Picking The Right Toy For Your Dog
You’ve probably picked out LOTS of toys for your dog, but have you really considered everything that goes into the ‘perfect’ toy for your pet?
What’s good for one dog isn’t necessarily good for another. Here are a few guidelines to keep you on the right path to choosing the best toy for your buddy:
4 Factors To Always Consider
- Size: Quite possibly, the most important thing to consider is the size of the toy. If you’ve got a tiny little Chihuahua it will probably be intimidated by a larger than life toy. And if you start throwing a small ball for a large dog, they can end up choking on it. Keep the size appropriate to the dog. Larger toys for larger dogs and smaller toys for smaller dogs.
- Material: Dog toys can be made of numerous types of materials. Keep in mind that the material of the toy will be felt inside the dogs mouth as well as chewed by the dog. Painted toys are best avoided. Do you share your house with a Tug-of-war lover? Here’s a rope-toy option for your tug-o-war lover! Stuffed toys can make some dogs turn into little frenzied toddlers bent on destruction (and mess). Keep that in mind when you purchase. Do you have a dog that likes to play on the rougher side? Try some rubber toys and TPR (thermoplastic rubber) toys – they’re super tough and can stand up to bully play. Here’s one that might make your tough-guy happy!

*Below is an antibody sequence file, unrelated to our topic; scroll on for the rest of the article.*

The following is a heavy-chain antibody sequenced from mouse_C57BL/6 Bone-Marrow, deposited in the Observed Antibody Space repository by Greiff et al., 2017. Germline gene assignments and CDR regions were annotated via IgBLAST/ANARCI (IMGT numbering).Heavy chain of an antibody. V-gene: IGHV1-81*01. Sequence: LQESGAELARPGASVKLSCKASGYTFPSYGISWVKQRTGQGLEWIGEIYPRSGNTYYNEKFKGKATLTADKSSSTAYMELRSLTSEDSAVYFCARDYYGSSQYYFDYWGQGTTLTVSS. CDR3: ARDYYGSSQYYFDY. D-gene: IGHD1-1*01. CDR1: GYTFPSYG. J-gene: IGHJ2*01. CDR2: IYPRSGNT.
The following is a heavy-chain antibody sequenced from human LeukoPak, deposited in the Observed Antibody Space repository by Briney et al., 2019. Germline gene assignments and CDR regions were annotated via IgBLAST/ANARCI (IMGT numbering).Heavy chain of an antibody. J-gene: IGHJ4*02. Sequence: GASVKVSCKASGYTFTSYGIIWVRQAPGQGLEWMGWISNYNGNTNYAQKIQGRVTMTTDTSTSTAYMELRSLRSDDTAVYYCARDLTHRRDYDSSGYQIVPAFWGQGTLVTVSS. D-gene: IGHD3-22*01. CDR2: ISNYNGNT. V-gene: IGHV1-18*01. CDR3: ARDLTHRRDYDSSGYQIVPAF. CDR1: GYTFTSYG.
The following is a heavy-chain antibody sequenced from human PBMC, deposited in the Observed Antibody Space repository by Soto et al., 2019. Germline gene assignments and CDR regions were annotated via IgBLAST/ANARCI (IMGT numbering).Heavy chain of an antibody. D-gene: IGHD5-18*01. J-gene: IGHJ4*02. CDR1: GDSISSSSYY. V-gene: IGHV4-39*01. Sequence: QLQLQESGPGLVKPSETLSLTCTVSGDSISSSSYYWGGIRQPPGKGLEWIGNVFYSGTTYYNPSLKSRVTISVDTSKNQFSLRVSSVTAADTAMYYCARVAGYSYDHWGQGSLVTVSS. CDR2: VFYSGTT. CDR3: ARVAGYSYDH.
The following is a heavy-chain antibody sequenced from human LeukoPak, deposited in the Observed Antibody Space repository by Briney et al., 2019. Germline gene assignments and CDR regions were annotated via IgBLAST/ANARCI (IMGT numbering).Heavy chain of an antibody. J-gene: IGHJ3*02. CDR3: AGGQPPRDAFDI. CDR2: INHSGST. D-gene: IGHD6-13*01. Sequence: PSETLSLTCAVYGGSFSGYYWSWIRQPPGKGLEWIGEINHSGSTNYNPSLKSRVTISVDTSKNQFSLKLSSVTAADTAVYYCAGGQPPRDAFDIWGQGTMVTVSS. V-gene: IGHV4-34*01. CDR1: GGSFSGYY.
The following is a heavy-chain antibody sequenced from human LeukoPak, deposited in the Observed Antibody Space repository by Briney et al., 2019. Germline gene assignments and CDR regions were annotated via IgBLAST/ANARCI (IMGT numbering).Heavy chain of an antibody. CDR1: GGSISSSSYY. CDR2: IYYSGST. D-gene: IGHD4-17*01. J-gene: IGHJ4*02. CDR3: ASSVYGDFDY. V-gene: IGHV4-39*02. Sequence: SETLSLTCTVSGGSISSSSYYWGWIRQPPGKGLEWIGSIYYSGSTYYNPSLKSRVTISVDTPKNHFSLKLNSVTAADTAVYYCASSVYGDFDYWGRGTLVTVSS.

- To squeak or not to squeak? Your dog may LOVE the sound of the squeak, but if it will make you want to poke your eyes out within minutes, you may want to avoid them. There are ‘pig’ sounding squeakers that are still enjoyable to your dog, but (in my opinion) less human-annoying than those higher pitch ones. Here is my dog’s favorite!
- The important (sometime small) details: Consider the details of the toy before you buy it. Does the toy have eyeballs that your dog can chew off and accidentally swallow? What about that felt tongue hanging out? How is the stitching? Will it hold up to your dog and how he or she plays? How much of the toy is painted and is there any part of the toy that might be toxic? If the answer is ‘yes’ to this question, I would recommend you avoid the toy completely.
2 BIG RULES
- Supervision is a must at playtime. Most owners have complete trust that their dogs are fine to play by themselves unsupervised. The fact is that things can happen in just a few short seconds. It’s always advisable to keep your eyes on your babies while they’re playing with their toys.
- Remember that no toy is ‘indestructible’. Even if the packaging claims that your dog won’t be able to destroy the toy, don’t believe it. Dogs are smart, goofy, and focused. They will find a way to poke holes, chew pieces off, or demolish toys if they want to.
Keeping these tips in mind the next time you go shopping will help you to make better toy-choices for your dog. Choosing the right dog toy will keep your favorite paws happy (and healthy) for a long time to come.
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